Angels overcome early deficit, including a rare bases-loaded intentional walk – Press Enterprise

ARLINGTON, Texas — The Angels’ 9-6 victory over the Texas Rangers on Friday night likely won’t be remembered for their five home runs, or even the two hit by previously slumping Shohei Ohtani.

It will go down as the game in which Angels manager Joe Maddon issued a bases-loaded intentional walk to Corey Seager.

With his team losing.

In the fourth inning.

A bases-loaded intentional walk is one of the rarest events in baseball. The only two other times it happened since World War II were with two outs in the bottom of the ninth with the visiting team trying to avoid a star player to hold on for a victory.

Maddon issued the last one, to Rangers star Josh Hamilton in 2008, but that was nothing like this situation.

The Angels had just surrendered an early two-run lead and they trailed 3-2 in the fourth, when reliever Austin Warren walked the first batter he faced, Marcus Semien, to load the bases.

Maddon, who rarely comes to the mound other than to make a pitching change, then jogged out and had a lengthy conversation with Warren.

The Angels then told plate ump Ryan Blakney that they wanted to intentionally walk Seager, and he trotted to first as a run came home.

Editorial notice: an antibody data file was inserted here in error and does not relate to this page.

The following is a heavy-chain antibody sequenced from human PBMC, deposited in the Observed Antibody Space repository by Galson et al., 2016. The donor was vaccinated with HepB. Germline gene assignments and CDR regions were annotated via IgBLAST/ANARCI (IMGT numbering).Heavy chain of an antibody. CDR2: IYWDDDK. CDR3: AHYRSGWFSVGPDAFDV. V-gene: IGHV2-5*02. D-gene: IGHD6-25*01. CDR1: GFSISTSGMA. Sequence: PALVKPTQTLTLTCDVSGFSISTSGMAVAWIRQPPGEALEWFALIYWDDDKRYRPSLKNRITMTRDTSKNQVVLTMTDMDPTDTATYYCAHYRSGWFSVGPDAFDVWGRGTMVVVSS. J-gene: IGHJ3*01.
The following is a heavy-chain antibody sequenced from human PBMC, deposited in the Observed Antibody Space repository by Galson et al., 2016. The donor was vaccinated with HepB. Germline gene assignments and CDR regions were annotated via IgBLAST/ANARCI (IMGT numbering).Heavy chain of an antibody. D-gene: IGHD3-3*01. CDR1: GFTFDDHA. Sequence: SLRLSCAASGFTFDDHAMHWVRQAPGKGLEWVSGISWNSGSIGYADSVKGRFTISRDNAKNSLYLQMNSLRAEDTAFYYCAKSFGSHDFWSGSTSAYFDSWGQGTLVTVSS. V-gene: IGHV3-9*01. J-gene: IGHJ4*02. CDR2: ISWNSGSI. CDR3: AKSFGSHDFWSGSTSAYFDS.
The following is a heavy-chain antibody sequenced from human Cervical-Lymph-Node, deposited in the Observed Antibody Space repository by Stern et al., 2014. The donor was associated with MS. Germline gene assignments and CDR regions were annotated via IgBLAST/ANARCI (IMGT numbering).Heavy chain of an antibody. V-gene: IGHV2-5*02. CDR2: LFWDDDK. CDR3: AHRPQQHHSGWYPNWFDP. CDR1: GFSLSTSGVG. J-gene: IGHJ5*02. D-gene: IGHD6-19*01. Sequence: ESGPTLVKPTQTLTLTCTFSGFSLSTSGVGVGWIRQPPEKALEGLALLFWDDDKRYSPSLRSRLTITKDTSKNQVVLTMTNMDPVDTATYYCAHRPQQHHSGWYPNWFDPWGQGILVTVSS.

Ostensibly, Maddon was trying to avoid having the left-handed-hitting Seager facing the right-handed Warren, even at the expense of a single run. The next two hitters, Mitch Garvey and Adolis Garcia, were righties.

Warren did withdraw the two righties, but Garver hit a sacrifice fly and then Warren balked, so the Rangers added two runs anyway.

It was either the seventh or eighth time in major league history that a team has issued an intentional walk with the bases loaded, because of a discrepancy in the records from the first half of the 20th century.

In any case, it had happened only two other times since 1944. Maddon walked Hamilton 14 years ago with the bases loaded and the Tampa Bay Rays up by four. Ten years earlier, Arizona Diamondbacks manager Buck Showalter walked San Francisco Giants slugger Barry Bonds with the bases loaded and a two-run lead, also with two outs in the ninth.

Both the Diamondbacks and Rays retired the subsequent hitter to end the game.

This time, Maddon’s intentional walk added a run to his team’s deficit in the fourth inning, and by the time the inning was over the Angels were down by four.

But by the time they went back into the field, they were up by one.

The Angels scored five runs in the top of the fifth, one on a Kurt Suzuki homer, two on Ohtani’s second homer of the game, one on a Jared Walsh single and the go-ahead run on a Brandon Marsh sacrifice fly.

Walsh added a two-run homer in the seventh to pad the lead to three runs, which was enough for the Angels’ bullpen. The Angels also got a 447-foot homer from Jo Adell in the second inning. The shot into the second deck in the left field was the longest of Adell’s nine major league homers.

After Warren was pulled in the fifth, Aaron Loup (six outs), Ryan Tepera (five) and Raisel Iglesias (three) finished off the Rangers without another run scoring.

More to come on this story.

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